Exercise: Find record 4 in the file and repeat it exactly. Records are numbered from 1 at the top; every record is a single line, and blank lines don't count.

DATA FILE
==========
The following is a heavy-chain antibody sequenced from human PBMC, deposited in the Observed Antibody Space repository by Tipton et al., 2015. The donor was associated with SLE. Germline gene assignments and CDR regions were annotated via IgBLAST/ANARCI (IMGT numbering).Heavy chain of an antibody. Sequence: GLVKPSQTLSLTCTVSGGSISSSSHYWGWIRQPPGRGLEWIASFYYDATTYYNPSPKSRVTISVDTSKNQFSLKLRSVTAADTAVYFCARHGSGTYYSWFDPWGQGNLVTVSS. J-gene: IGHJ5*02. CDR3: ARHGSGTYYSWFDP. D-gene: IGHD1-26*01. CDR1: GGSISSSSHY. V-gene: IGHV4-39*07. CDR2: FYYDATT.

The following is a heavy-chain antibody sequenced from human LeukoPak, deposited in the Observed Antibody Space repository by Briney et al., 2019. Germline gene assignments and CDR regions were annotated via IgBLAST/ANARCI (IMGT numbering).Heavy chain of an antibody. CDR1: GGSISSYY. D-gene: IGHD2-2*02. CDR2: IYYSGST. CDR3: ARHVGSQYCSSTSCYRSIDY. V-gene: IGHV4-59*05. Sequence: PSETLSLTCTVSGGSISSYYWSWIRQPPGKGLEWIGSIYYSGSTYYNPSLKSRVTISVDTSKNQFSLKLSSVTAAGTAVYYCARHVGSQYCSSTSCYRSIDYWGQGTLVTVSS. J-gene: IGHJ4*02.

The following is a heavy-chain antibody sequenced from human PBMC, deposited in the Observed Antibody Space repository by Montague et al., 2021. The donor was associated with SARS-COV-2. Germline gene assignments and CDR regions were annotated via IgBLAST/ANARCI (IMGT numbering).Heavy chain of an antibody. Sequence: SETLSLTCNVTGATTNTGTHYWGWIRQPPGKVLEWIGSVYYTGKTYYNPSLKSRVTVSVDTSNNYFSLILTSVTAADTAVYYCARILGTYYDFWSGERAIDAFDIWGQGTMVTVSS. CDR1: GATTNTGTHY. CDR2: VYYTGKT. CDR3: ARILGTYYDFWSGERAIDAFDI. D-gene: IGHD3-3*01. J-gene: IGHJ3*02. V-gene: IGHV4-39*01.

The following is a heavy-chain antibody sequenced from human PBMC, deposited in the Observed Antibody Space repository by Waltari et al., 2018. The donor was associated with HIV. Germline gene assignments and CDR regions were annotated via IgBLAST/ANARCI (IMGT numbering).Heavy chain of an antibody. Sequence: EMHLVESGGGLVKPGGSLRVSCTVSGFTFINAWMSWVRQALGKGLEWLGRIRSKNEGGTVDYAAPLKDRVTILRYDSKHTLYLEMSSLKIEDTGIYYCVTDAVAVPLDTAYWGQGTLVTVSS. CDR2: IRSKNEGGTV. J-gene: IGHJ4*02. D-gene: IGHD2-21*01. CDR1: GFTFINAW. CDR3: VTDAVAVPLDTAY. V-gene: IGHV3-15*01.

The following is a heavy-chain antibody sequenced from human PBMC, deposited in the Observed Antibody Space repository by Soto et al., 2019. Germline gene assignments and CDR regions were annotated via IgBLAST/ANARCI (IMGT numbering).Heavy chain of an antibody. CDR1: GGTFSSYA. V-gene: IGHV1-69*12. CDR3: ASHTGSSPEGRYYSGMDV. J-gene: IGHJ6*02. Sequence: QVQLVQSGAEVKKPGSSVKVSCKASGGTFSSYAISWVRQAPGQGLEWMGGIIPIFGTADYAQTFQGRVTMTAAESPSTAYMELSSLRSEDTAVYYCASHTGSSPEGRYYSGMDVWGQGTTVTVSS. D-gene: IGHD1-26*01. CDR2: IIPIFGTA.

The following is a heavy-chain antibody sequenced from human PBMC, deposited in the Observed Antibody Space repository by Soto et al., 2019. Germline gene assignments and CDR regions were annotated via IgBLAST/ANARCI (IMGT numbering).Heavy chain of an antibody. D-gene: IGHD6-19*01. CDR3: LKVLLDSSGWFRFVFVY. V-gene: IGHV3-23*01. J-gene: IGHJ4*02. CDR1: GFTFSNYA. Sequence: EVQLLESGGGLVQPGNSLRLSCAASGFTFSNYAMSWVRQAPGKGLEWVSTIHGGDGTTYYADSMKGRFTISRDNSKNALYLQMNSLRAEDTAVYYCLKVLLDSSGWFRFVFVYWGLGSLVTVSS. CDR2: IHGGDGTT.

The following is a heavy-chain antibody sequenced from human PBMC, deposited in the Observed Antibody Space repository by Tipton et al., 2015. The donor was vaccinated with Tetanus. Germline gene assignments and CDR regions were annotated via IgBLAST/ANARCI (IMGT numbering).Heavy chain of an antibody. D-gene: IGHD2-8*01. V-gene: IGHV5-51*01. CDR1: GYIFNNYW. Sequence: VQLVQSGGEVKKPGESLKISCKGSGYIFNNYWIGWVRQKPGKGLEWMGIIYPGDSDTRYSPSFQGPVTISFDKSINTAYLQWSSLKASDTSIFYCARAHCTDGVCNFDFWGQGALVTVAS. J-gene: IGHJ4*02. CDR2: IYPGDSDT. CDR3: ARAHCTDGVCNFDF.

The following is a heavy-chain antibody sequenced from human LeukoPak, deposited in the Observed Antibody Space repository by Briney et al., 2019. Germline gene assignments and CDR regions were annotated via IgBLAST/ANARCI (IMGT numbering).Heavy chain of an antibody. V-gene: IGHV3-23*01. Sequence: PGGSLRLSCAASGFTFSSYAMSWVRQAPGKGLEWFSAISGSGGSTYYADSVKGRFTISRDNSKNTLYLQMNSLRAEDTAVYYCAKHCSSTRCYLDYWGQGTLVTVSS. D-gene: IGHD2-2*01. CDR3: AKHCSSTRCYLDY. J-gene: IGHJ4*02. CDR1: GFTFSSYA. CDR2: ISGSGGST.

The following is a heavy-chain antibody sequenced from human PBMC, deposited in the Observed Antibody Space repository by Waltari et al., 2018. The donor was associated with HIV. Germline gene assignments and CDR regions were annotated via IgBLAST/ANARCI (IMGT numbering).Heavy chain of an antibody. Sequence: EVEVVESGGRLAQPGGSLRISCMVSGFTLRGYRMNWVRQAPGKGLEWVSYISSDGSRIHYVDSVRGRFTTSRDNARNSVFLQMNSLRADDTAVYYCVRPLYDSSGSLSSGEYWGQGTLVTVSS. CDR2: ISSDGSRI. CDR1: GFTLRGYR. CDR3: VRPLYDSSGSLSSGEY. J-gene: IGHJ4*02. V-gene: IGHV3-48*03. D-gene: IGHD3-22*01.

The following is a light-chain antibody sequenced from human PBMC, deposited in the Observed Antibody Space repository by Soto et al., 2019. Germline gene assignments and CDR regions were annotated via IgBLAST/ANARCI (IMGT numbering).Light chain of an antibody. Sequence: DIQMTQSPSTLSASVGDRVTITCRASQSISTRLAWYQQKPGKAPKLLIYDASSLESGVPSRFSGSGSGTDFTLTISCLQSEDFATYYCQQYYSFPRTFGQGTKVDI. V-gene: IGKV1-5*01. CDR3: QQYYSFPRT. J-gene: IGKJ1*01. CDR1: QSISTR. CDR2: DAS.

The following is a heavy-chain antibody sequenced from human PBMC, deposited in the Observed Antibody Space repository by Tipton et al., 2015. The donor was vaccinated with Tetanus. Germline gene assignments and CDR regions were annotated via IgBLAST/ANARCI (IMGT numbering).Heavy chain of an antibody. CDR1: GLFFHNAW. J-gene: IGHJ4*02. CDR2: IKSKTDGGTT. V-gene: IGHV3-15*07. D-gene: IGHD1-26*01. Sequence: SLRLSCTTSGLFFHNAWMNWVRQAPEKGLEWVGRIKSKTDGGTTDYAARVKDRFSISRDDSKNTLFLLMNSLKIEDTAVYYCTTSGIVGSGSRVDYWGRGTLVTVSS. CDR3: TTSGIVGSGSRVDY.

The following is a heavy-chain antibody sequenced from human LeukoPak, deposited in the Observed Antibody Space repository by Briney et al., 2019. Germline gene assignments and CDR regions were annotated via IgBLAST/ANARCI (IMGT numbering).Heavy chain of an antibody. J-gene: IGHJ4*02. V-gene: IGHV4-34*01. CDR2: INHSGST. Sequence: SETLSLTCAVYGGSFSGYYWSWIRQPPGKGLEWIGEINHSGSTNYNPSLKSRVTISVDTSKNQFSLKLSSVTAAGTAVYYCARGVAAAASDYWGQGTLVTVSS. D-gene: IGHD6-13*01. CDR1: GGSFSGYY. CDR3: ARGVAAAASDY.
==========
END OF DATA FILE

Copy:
The following is a heavy-chain antibody sequenced from human PBMC, deposited in the Observed Antibody Space repository by Waltari et al., 2018. The donor was associated with HIV. Germline gene assignments and CDR regions were annotated via IgBLAST/ANARCI (IMGT numbering).Heavy chain of an antibody. Sequence: EMHLVESGGGLVKPGGSLRVSCTVSGFTFINAWMSWVRQALGKGLEWLGRIRSKNEGGTVDYAAPLKDRVTILRYDSKHTLYLEMSSLKIEDTGIYYCVTDAVAVPLDTAYWGQGTLVTVSS. CDR2: IRSKNEGGTV. J-gene: IGHJ4*02. D-gene: IGHD2-21*01. CDR1: GFTFINAW. CDR3: VTDAVAVPLDTAY. V-gene: IGHV3-15*01.